Asked to comment on the MUA decision to end all strike action and negotiate the job cuts, he said: “I don’t want to speak too much on what the union is doing. At times I have to stop thinking about it because this dispute is doing my head in. Maybe there’ll be some good news after the talks in the Fair Work Commission.

“The first question though is who can you trust anymore? The unions obviously want to survive, and I think they have the right to survive, but are they going accept our jobs being destroyed? I hope not and I wouldn’t agree with that.

“The unions should be protecting every job and every condition that’s been fought for and won on the waterfront. This is what’s needed, and not just for us, but for the next generation. If we don’t defend these things the working class are done for.

“We’re facing a situation where China is one of the biggest manufacturers in the world but now it’s facing a down turn, and if it can’t make a go of it, then the economy in Australia is stuffed. Australia has a tiny economy—it’s like a small boat in the ocean facing a tidal wave but with no steering and no engines… The working class has to do what it can to survive but it’s going to be tough battle.

“There are no jobs out there. I’ve made dozens of job applications and most of the time you don’t even get the courtesy of a reply. If I don’t get some positive work soon we won’t be able to pay the mortgage and we’ll have to sell the house.

“Everything I’ve worked for since I left school in the early 1980s will have gone down the gurgler. It only took one person’s decision to screw up everything for us. This is not just about me though, every worker is vulnerable. All sorts of people control our destinies—everybody except us,” he said.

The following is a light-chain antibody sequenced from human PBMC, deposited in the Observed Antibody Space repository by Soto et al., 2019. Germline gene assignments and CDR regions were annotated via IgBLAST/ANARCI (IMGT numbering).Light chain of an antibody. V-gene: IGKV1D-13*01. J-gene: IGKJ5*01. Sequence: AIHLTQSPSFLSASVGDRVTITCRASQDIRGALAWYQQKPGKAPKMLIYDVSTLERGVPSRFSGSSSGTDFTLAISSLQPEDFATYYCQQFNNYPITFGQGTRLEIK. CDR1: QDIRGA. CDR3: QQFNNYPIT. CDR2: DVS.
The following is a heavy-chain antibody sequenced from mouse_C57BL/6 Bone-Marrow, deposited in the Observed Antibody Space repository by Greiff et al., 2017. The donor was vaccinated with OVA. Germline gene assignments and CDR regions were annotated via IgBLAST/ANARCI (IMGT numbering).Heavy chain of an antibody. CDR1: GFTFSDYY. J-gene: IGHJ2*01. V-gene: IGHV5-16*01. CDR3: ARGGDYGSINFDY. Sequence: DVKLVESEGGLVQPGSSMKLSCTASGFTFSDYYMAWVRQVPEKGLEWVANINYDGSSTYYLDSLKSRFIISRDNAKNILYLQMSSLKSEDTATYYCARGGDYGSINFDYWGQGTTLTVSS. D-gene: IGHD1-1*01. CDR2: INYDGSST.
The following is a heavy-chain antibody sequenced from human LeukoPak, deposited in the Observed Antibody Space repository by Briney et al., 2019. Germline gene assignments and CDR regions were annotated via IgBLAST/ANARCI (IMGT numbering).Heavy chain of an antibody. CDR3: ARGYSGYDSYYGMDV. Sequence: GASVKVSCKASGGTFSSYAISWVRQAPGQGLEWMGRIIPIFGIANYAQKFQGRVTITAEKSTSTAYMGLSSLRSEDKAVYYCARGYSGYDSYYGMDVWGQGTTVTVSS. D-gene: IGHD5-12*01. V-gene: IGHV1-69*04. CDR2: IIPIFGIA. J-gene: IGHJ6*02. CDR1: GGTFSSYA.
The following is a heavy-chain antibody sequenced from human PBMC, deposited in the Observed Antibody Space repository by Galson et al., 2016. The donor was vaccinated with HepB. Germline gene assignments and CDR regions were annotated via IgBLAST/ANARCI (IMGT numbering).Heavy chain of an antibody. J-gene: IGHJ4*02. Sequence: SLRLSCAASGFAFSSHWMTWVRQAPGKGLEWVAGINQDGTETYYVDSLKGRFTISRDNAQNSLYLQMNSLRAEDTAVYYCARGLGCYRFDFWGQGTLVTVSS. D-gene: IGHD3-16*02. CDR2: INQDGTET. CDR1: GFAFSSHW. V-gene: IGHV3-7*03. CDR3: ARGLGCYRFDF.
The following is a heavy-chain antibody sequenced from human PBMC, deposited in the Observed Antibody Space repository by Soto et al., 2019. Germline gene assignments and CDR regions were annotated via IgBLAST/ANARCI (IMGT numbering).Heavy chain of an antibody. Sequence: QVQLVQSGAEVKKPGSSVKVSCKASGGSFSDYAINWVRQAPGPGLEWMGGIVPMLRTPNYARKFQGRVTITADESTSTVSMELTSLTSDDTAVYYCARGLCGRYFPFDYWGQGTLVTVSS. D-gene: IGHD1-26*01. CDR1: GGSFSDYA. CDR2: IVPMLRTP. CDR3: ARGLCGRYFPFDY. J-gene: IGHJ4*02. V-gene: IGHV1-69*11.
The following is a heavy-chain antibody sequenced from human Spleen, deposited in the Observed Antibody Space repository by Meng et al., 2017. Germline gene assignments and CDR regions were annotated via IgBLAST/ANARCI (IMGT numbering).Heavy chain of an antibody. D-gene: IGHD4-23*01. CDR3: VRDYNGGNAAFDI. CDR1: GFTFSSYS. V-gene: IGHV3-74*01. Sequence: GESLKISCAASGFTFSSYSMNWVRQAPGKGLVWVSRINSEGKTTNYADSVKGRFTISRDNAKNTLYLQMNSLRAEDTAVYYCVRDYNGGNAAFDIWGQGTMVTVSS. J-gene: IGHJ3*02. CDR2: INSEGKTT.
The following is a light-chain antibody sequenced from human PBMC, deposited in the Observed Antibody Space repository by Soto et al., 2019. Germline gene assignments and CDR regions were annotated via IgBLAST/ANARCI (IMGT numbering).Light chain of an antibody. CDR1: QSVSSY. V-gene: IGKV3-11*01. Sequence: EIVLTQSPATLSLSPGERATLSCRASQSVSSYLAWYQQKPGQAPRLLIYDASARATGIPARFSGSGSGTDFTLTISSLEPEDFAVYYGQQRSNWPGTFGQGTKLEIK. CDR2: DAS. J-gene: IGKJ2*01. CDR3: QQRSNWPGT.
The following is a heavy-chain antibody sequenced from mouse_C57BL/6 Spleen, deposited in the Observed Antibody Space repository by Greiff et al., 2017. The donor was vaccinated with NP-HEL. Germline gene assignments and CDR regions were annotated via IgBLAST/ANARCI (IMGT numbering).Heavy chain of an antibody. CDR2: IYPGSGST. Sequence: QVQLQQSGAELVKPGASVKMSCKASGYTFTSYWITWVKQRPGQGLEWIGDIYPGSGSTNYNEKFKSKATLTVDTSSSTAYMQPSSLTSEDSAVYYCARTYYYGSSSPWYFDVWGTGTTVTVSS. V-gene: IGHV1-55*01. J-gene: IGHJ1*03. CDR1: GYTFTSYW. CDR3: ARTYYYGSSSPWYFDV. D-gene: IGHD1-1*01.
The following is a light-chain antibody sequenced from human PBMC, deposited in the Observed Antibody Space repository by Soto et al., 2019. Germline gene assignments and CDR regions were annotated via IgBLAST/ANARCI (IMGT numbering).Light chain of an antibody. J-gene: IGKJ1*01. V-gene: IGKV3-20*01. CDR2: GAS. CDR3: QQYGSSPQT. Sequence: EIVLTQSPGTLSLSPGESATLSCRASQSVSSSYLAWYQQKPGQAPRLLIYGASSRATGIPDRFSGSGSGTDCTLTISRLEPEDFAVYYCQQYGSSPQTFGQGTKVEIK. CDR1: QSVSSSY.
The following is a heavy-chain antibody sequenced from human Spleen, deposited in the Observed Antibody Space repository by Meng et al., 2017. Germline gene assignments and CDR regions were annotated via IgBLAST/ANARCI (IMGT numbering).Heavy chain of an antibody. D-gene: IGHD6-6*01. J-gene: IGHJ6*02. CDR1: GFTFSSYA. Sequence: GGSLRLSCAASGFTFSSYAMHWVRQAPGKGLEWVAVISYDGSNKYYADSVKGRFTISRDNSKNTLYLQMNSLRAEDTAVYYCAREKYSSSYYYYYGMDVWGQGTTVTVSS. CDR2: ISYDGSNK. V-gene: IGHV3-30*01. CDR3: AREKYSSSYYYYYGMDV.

A waterside worker from DP World in Port Botany told the WSWS that he had no information about the union talks on the Hutchison sackings.

“There is the protest picket outside the terminal, and I’ve been there, but apart from that we don’t really know what’s going on. The Hutchison sackings do show that these companies can get rid of you anytime they want.

“We’ve been told that automation won’t be introduced at DP World for the life our latest enterprise agreement [EBA] but the people who write these agreements can more or less do what they want anytime.

“As soon as the union signed the EBA with Patrick, the company introduced automation and began retrenching people. Some people have been reemployed until they iron out all the problems with automation, but only as casuals.”

Commenting on the MUA negotiations with Hutchison, he said. “I don’t know why the MUA decided to tell half the Hutchison workers to go back into the terminal. I don’t know much about the politics of all these things but the unions have become a toothless tigers.

“There are all these laws preventing us from going on strike but there is supposed to be a right to strike. Isn’t it something close to a human right—even the Pope once said something like that. For the Labor government to have brought in the Fair Work laws, which they did, is an indication that they have lost any moral compass. Both sides of politics—Liberal and Labor—pander to the corporate multi-nationals these days.